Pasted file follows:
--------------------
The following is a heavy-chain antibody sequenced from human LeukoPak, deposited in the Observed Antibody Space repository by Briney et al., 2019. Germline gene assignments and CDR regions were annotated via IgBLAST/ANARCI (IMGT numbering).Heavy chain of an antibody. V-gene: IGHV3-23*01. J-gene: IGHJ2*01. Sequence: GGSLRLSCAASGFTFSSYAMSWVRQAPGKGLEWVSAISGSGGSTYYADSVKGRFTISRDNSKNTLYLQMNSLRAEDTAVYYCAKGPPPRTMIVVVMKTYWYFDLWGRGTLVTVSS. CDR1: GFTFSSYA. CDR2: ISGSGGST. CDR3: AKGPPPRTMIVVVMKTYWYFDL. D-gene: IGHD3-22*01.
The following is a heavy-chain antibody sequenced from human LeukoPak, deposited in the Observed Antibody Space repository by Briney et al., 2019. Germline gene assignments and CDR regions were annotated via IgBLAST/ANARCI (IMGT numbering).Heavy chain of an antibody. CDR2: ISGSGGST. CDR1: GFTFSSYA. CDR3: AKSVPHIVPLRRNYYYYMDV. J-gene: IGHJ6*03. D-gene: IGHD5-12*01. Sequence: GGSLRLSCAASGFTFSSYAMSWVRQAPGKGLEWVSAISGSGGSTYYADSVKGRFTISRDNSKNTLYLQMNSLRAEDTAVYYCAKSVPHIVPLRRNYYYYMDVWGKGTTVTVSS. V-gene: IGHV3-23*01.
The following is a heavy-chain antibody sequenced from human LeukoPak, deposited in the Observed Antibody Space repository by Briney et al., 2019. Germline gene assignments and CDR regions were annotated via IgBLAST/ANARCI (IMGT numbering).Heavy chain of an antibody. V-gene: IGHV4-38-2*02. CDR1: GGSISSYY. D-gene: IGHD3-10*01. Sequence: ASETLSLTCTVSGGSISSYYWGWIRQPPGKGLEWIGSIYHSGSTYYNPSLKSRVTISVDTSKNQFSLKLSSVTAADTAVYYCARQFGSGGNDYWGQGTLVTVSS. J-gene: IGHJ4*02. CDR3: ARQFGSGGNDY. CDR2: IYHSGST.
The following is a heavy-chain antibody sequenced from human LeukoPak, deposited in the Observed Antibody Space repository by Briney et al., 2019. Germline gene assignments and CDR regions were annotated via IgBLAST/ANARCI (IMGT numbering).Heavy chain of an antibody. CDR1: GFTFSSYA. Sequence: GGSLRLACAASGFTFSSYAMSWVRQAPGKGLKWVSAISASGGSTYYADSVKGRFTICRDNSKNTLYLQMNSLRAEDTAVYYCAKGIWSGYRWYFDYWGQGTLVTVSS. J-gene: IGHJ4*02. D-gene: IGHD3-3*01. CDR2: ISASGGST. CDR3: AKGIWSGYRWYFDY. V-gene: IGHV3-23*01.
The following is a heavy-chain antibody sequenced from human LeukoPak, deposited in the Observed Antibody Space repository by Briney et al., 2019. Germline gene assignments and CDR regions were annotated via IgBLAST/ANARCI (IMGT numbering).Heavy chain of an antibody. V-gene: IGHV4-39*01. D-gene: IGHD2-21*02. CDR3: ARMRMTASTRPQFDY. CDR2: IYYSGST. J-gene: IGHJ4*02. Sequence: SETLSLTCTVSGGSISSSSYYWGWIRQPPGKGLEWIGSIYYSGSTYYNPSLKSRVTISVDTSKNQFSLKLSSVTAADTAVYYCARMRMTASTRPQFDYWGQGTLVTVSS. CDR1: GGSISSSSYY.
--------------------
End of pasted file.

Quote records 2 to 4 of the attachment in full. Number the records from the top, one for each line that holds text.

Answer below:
The following is a heavy-chain antibody sequenced from human LeukoPak, deposited in the Observed Antibody Space repository by Briney et al., 2019. Germline gene assignments and CDR regions were annotated via IgBLAST/ANARCI (IMGT numbering).Heavy chain of an antibody. CDR2: ISGSGGST. CDR1: GFTFSSYA. CDR3: AKSVPHIVPLRRNYYYYMDV. J-gene: IGHJ6*03. D-gene: IGHD5-12*01. Sequence: GGSLRLSCAASGFTFSSYAMSWVRQAPGKGLEWVSAISGSGGSTYYADSVKGRFTISRDNSKNTLYLQMNSLRAEDTAVYYCAKSVPHIVPLRRNYYYYMDVWGKGTTVTVSS. V-gene: IGHV3-23*01.
The following is a heavy-chain antibody sequenced from human LeukoPak, deposited in the Observed Antibody Space repository by Briney et al., 2019. Germline gene assignments and CDR regions were annotated via IgBLAST/ANARCI (IMGT numbering).Heavy chain of an antibody. V-gene: IGHV4-38-2*02. CDR1: GGSISSYY. D-gene: IGHD3-10*01. Sequence: ASETLSLTCTVSGGSISSYYWGWIRQPPGKGLEWIGSIYHSGSTYYNPSLKSRVTISVDTSKNQFSLKLSSVTAADTAVYYCARQFGSGGNDYWGQGTLVTVSS. J-gene: IGHJ4*02. CDR3: ARQFGSGGNDY. CDR2: IYHSGST.
The following is a heavy-chain antibody sequenced from human LeukoPak, deposited in the Observed Antibody Space repository by Briney et al., 2019. Germline gene assignments and CDR regions were annotated via IgBLAST/ANARCI (IMGT numbering).Heavy chain of an antibody. CDR1: GFTFSSYA. Sequence: GGSLRLACAASGFTFSSYAMSWVRQAPGKGLKWVSAISASGGSTYYADSVKGRFTICRDNSKNTLYLQMNSLRAEDTAVYYCAKGIWSGYRWYFDYWGQGTLVTVSS. J-gene: IGHJ4*02. D-gene: IGHD3-3*01. CDR2: ISASGGST. CDR3: AKGIWSGYRWYFDY. V-gene: IGHV3-23*01.